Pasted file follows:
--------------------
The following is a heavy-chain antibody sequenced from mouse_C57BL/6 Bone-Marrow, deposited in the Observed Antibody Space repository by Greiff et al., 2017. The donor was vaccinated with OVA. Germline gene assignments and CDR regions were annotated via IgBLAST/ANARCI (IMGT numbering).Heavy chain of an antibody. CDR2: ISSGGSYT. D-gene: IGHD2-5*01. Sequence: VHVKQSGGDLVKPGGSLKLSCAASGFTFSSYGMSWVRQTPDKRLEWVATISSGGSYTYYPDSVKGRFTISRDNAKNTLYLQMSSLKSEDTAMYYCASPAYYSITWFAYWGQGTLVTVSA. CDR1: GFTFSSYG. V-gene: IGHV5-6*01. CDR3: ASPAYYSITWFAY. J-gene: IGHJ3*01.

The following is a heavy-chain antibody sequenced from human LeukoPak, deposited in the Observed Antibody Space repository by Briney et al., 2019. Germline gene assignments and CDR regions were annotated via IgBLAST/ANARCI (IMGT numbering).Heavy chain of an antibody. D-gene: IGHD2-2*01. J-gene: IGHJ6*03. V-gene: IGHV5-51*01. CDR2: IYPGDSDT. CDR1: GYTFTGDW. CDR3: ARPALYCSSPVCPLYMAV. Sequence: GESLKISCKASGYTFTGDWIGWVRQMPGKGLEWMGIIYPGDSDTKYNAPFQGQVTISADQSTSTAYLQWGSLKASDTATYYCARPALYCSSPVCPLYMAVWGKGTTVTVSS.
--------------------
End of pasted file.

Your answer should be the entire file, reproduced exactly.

The following is a heavy-chain antibody sequenced from mouse_C57BL/6 Bone-Marrow, deposited in the Observed Antibody Space repository by Greiff et al., 2017. The donor was vaccinated with OVA. Germline gene assignments and CDR regions were annotated via IgBLAST/ANARCI (IMGT numbering).Heavy chain of an antibody. CDR2: ISSGGSYT. D-gene: IGHD2-5*01. Sequence: VHVKQSGGDLVKPGGSLKLSCAASGFTFSSYGMSWVRQTPDKRLEWVATISSGGSYTYYPDSVKGRFTISRDNAKNTLYLQMSSLKSEDTAMYYCASPAYYSITWFAYWGQGTLVTVSA. CDR1: GFTFSSYG. V-gene: IGHV5-6*01. CDR3: ASPAYYSITWFAY. J-gene: IGHJ3*01.

The following is a heavy-chain antibody sequenced from human LeukoPak, deposited in the Observed Antibody Space repository by Briney et al., 2019. Germline gene assignments and CDR regions were annotated via IgBLAST/ANARCI (IMGT numbering).Heavy chain of an antibody. D-gene: IGHD2-2*01. J-gene: IGHJ6*03. V-gene: IGHV5-51*01. CDR2: IYPGDSDT. CDR1: GYTFTGDW. CDR3: ARPALYCSSPVCPLYMAV. Sequence: GESLKISCKASGYTFTGDWIGWVRQMPGKGLEWMGIIYPGDSDTKYNAPFQGQVTISADQSTSTAYLQWGSLKASDTATYYCARPALYCSSPVCPLYMAVWGKGTTVTVSS.